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Reference Date: 16-October-2020


  1. Above‑average 2020 “long‑rains” main season harvest due to abundant seasonal rains

  2. Sustained control measures averted widespread crop and pasture losses due to ongoing desert locust outbreak

  3. Above‑average rangeland conditions benefit livestock body condition

  4. Prices of maize declined in recent months in key producing areas, but slightly increased in capital, Nairobi

  5. Food security situation improved in rural areas, while it deteriorated in urban areas due to restrictive measures to contain COVID‑19 pandemic

Above‑average 2020 “long‑rains” main season harvest due to abundant seasonal rains

Harvesting of the bulk of the 2020 “long‑rains” cereal crops has recently started in major uni‑modal rainfall growing areas of Central, Rift Valley and Western provinces. In these areas, the rainy season had an early onset in February and the first two months were characterized by exceptionally abundant rains, with cumulative amounts estimated at two‑three times the long‑term average. The torrential rains disrupted land preparation and sowing activities, and triggered flooding which resulted in localized crop losses. However, above‑average and well‑distributed rains for the remainder of the growing period were favourable for crop development and an above‑average maize production is expected.

In bi‑modal rainfall southeastern marginal agriculture areas, the “long‑rains” harvest concluded in August. Seasonal rains were particularly abundant also in these areas and the cropping season had a favourable outcome. However, flood‑related losses and yield reductions due to an early cessation of the seasonal rains in early May in some areas resulted in localized crop production shortfalls.

Overall, according to official estimates, the 2020 “long‑rains” maize production, accounting for about 80 percent of the yearly output, is forecast at 3.2 million tonnes, about 10‑15 percent above the average.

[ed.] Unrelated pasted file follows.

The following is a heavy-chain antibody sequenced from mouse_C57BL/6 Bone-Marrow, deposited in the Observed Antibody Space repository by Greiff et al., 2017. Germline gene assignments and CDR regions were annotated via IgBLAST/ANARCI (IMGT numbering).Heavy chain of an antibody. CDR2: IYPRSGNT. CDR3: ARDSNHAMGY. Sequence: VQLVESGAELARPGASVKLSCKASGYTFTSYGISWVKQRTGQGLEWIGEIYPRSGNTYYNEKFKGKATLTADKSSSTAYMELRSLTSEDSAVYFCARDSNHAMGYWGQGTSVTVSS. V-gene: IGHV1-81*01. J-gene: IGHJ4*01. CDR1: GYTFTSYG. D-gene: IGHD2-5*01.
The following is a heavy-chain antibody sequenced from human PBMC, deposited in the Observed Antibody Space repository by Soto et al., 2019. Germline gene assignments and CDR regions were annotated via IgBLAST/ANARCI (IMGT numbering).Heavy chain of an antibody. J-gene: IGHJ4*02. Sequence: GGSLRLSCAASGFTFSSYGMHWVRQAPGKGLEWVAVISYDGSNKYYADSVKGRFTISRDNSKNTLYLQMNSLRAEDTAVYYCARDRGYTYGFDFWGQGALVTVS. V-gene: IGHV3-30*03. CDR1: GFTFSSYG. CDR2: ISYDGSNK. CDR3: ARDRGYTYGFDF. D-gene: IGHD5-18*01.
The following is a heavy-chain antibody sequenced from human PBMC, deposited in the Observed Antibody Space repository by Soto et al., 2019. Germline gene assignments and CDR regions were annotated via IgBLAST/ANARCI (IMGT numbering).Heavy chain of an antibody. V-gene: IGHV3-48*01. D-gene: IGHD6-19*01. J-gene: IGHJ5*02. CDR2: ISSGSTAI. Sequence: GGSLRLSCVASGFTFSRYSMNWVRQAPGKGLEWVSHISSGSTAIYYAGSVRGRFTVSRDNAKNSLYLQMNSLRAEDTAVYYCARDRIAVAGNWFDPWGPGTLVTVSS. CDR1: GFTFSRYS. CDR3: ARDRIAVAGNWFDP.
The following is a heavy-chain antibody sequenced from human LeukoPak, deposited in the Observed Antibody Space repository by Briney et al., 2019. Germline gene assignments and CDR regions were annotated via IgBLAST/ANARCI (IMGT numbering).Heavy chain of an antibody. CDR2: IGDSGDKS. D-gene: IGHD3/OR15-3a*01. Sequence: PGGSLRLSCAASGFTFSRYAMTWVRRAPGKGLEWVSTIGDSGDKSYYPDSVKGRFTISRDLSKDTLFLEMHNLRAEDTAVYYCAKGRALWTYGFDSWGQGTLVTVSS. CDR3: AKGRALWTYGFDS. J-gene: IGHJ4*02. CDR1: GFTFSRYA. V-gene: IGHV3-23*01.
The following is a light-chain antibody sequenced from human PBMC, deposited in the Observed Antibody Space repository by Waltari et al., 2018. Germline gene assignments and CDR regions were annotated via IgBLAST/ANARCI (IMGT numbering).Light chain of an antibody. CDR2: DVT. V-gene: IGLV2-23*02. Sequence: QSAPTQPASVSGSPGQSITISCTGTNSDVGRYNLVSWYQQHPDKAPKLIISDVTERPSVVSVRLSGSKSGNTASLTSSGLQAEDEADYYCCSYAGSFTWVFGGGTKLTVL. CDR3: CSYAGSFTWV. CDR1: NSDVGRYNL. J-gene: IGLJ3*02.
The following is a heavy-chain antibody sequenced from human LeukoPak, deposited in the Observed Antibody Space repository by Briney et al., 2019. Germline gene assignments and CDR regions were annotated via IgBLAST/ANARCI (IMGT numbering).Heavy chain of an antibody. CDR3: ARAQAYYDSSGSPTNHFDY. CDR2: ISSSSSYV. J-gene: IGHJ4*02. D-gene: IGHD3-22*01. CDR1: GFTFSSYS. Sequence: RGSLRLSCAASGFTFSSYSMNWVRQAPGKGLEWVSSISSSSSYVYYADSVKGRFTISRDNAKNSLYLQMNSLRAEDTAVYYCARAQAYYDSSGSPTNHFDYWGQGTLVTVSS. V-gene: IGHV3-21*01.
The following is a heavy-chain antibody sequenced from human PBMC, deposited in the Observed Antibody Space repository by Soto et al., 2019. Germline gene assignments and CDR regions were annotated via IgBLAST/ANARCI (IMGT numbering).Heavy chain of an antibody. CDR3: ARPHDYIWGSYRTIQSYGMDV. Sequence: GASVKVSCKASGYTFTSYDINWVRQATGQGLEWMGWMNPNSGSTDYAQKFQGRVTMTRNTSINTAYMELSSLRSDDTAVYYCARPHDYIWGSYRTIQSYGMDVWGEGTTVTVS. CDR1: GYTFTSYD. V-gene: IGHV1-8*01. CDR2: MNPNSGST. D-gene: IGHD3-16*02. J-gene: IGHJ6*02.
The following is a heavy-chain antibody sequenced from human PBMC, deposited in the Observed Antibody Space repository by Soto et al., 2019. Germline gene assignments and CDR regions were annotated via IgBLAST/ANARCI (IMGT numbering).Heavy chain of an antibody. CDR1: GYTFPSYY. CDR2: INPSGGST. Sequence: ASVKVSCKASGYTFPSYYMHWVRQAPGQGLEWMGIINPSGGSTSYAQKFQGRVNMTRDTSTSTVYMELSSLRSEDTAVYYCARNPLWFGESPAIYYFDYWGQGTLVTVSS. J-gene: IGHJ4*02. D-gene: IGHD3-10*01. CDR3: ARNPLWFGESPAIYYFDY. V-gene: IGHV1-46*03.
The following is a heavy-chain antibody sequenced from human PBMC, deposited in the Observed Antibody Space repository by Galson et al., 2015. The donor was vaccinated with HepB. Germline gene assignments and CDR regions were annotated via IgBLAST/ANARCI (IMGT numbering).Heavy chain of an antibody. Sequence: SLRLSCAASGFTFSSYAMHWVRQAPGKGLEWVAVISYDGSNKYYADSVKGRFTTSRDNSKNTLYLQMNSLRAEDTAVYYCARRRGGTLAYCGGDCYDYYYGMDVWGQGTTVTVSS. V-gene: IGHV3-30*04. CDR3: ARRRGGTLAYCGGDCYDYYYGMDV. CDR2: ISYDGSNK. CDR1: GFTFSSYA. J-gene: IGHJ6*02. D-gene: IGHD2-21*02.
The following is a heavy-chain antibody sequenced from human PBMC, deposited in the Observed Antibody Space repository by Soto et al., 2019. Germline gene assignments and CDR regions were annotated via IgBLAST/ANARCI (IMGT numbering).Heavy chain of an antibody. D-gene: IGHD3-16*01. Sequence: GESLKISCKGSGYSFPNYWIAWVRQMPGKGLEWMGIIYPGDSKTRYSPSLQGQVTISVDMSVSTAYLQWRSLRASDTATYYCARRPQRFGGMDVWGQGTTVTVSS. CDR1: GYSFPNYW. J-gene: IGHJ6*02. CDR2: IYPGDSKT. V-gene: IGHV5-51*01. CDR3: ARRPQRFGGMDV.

According to the latest Greater Horn of Africa Climate Outlook Forum (GHACOF), the October‑December “short‑rains” are expected at below‑average levels, with a likely negative impact on secondary season cereal crops, to be harvested from February 2021.

In December 2019, the country suffered the worst outbreak of desert locusts in 70 years. The infestations, that by February were affecting 29 counties, have been successfully contained by large‑scale control operations carried out by the Government with the support of FAO, which averted widespread crop and pasture losses. In September 2020, a few swarms persisted only in parts of northwestern Turkana, Marsabit, Samburu and Laikipia counties. However, as the numbers of swarms are increasing in Yemen, Ethiopia and Somalia, and prevailing winds are shifting southwards, infestation levels are likely to increase in late 2020. Sustained surveillance and control efforts are, therefore, still needed.

Above‑average rangeland conditions benefit livestock body condition

In northern and northeastern pastoral areas, the March‑May “long‑rains” season was characterized by favourable precipitations that substantially regenerated rangeland resources, which entered the current dry season at well above‑average levels (see ASI map for grassland). As a result, the seasonal deterioration of vegetation in recent months was slower than normal and current vegetation conditions are generally above average. The abundant pasture availability resulted in marked improvements in livestock body conditions. Due to the lasting impact of the above‑average “long‑rains”, trekking distances to watering points from grazing fields, although recording some increases during the dry season, as of August, were still between 20 and 50 percent below average in most pastoral areas.

In general, losses of pasture due to the current desert locust upsurge have been localized as damages were contained by sustained control measures and the regeneration of rangeland resources driven by abundant seasonal rains. However, losses were significant in some areas, mainly in Turkana, Marsabit, Samburu, West Pokot and Tana River counties, were swarms invaded about 1 million hectares of rangeland and cropland.